Novella Bailey OC/VO
    The first one we're going to look at is called "Scary Mary" and this piece is a video remix of a fake movie trailer. But he used information and, and footage from an old movie. So we're going to look at it and look at the entire thing really closely. All right. So let's get it going. So we can't show you these clips because there are issues with it being fair use even though this is an educational video. But you can use it as an exercise in your classroom. All right. So what I would like you to do is discuss with your group what you noticed that was happening, make a decision and then write down your evidence. Go. Discuss in your groups.
    Dasbry OC
    Some parts of the clip like from another movie that was like older.
    Novella Bailey OC
    Is that count as making it new or is it still too much content?
    Female Child In Pink Top OC
    It's still too much content.
    Dasbry OC
    Kind of. Kind of.

    Novella Bailey OC
    You guys discuss, discuss. You guys, what did you guys agree? Yes or no?
    Male Child in Dark Shirt OC
    Yes.
    Novella Bailey OC/VO
    All right. Get yourselves ready. We're going to share. Dasbry.
    Dasbry OC
    Well we picked yes because they did make it into a parody. But we got stuck a little bit because at first we thought they used too much of the movie. And just like twitched it up a little bit.
    Novella Bailey OC
    Go ahead, Jackson.
    Jackson OC
    And if it, it would actually be illegal to put on the internet if it was, if it wasn't you know copyrighted.
    Male Child in Plaid Shirt OC
    At the end of the video it said it was edited. And it says "Mary Poppins" in quotes at the top.
    Novella Bailey OC
    Wonderful. I really, what I'm really noticing that I want you to continue for the next one is the use of evidence to support your thinking. This is what is called a mash-up, I believe.
    Male Voice #1 VO
    Yeah.
    Novella Bailey VO
    And you, and have many people have heard of DJ Earworm already? Oh my goodness, so he has fans here already? Great. Let's take a look. All rightee. This is what we need to do. You have to either decide, maybe you are, you know, Beyonce's lawyer or maybe you're DJ Earworm's lawyer. Is it fair use? Isn't it fair use?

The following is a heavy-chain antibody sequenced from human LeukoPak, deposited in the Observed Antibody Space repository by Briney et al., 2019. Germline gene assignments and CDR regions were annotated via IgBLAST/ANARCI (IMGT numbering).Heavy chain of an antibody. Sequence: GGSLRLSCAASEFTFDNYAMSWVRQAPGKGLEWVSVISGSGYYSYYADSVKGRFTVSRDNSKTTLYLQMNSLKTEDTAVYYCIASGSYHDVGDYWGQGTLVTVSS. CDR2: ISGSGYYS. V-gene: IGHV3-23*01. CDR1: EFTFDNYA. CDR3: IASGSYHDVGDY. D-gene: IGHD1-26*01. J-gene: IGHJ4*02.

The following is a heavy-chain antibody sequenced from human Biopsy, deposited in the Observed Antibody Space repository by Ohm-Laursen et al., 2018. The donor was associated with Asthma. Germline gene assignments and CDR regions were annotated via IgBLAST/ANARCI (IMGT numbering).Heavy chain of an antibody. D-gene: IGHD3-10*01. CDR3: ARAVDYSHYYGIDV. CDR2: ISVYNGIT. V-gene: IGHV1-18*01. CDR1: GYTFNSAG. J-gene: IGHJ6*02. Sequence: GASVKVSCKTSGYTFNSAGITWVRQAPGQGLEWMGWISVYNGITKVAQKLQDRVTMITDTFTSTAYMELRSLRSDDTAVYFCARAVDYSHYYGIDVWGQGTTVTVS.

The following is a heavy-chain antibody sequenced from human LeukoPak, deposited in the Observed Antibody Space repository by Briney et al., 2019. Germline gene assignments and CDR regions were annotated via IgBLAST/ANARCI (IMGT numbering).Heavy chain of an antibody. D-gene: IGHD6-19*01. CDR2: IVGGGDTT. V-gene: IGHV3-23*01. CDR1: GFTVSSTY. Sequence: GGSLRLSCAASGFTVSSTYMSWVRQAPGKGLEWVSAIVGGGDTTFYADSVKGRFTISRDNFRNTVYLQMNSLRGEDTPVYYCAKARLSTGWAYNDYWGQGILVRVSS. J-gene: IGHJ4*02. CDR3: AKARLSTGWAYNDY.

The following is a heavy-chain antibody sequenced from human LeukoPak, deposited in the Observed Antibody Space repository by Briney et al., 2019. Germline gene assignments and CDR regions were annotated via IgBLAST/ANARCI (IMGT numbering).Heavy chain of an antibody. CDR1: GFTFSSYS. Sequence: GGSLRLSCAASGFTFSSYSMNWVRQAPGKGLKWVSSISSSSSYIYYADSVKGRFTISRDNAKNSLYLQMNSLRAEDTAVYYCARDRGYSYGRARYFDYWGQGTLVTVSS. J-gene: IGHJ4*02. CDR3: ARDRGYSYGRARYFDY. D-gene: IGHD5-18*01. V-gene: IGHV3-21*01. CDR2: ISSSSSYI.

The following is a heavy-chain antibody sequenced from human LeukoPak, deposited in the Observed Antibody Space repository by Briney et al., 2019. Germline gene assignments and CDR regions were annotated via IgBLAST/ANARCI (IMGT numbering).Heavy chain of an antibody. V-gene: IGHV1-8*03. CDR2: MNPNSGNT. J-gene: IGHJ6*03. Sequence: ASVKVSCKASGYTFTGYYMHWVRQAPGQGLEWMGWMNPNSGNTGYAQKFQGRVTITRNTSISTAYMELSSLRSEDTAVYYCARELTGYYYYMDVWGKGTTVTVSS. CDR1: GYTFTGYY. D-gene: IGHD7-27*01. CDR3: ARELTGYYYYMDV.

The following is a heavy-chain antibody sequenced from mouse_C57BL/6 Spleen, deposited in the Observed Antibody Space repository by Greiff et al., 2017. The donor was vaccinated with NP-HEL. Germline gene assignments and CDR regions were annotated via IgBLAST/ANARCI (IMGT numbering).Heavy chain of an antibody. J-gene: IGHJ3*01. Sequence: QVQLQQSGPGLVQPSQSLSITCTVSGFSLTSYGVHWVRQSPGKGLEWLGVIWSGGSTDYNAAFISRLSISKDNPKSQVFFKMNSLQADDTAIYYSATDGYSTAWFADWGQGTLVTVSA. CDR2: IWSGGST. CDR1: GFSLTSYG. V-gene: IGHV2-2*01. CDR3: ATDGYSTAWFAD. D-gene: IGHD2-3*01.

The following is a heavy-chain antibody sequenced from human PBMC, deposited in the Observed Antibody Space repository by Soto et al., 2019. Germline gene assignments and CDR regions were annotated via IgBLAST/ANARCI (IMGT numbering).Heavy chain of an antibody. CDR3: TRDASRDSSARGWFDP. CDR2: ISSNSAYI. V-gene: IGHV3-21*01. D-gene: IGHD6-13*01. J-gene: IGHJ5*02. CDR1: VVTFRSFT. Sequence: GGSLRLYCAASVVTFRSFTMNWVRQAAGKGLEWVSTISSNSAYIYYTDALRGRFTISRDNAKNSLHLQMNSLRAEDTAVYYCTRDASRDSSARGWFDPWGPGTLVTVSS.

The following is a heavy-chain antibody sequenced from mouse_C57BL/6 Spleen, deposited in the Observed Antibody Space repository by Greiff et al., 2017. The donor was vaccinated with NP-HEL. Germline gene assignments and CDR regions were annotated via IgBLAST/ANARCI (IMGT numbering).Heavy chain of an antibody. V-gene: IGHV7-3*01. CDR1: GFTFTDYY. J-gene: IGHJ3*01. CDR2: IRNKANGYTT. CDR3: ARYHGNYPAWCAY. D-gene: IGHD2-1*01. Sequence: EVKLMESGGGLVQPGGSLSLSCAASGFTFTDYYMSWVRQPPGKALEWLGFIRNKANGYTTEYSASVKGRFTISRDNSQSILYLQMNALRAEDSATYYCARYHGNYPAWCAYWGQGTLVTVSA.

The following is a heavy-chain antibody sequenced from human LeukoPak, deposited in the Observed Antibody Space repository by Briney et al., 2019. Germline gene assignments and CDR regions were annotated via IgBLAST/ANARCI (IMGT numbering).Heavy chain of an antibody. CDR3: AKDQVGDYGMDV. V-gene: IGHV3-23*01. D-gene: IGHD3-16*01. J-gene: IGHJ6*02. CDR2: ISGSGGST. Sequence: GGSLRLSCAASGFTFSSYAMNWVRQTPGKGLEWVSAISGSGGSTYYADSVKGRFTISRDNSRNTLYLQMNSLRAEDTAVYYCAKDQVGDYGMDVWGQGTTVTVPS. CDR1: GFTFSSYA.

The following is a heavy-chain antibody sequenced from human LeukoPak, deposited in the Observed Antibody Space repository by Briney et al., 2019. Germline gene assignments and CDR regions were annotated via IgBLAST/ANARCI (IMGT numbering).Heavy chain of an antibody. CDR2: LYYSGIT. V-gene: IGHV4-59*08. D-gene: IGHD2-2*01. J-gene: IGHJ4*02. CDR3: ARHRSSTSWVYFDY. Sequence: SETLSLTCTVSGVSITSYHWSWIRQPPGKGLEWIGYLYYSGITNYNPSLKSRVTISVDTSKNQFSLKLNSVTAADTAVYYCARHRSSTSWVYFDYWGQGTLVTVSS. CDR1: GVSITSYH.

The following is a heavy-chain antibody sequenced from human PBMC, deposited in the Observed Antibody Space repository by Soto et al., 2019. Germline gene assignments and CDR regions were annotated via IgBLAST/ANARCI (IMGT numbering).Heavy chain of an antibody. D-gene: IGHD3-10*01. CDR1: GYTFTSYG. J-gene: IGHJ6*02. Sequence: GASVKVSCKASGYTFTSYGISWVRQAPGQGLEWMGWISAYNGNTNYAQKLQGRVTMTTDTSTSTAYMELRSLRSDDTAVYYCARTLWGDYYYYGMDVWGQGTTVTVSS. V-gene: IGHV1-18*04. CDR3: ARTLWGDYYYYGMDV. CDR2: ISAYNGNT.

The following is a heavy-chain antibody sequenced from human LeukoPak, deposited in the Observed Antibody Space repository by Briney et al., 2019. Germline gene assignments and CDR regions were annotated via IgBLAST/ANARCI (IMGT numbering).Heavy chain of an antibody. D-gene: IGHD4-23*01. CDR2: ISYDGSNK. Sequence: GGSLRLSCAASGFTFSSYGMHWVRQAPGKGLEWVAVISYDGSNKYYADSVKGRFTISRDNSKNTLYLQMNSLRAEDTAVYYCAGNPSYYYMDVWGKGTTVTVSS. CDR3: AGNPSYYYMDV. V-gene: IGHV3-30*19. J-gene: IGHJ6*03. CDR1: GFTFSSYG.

Christina OC
    One thing that we did learn is that if it's, you can't use long, long clips from a video.
    Dasbry VO
    Think about it. If he would have got himself by doing that, then all the DJ's would get in trouble.
    Male Child In White Tee Shirt OC
    He didn't show that it was edited or anything. But the only good part, like the 70 percent when like Cici said is that it only contains short clips from the music video.
    Novella Bailey OC
    So what did you guys come up with and what's your evidence to support your opinion?
    Female Child With Long Hair OC
    He didn't really use it in his own words. He copied it from other music videos. But he only, but the good thing was he only used parts of the song.
    Christina OC
    I do agree with Alex that it was fair use because even like he didn't really have anything original there, it was still used as fair use. He wasn't trying to make money off of it.
    GRAPHICS ON SCREEN
    Christina Sixth Grade
    I actually had no idea that I was against the law. Different rappers, I used to like not take their lyrics. I used to take the beat that they use and then try to improvise and put in my own lyrics in it.
    Dasbry OC
    I really did not know it was illegal because there's so many things on You Tube when they're making parodies. So I thought it was like, "Oh, they're just making fun of it."
    GRAPHICS ON SCREEN
    Dasbry Sixth Grade
    But now with the lesson I learned that there's actually restrictions of how much you can use or if you can use it at all without getting sued or anything.
    Novella Bailey VO/OC
    I like the way you were using your new vocabulary terms. And I saw people saying like small clips, edited, permissions, remix, mash up. All those things are words that relate to this kind of stuff. They were just so into it, and it really opened for me as a teacher how connected my students are to digital media and how powerful it can be to get them inspired, to get them thinking, to get them to begin to collect evidence. It's just a great tool. And I feel like I tapped into an element of their lives that you don't necessarily tap into in the classroom every day.
    GRAPHICS ON SCREEN
    Classroom Takeaways: 1 Have Students Use "I Agree" Or "I Disagree" Statements 2 Require Students To Defend Their Choices 3 Point Out Skills Students Are Learning 4 Review Vocabulary At The End Of The Lesson
    FADE TO BLACK

School Details

Ms 250 West Side Collaborative Middle School
735 West End Avenue
New York NY 10025
Population: 190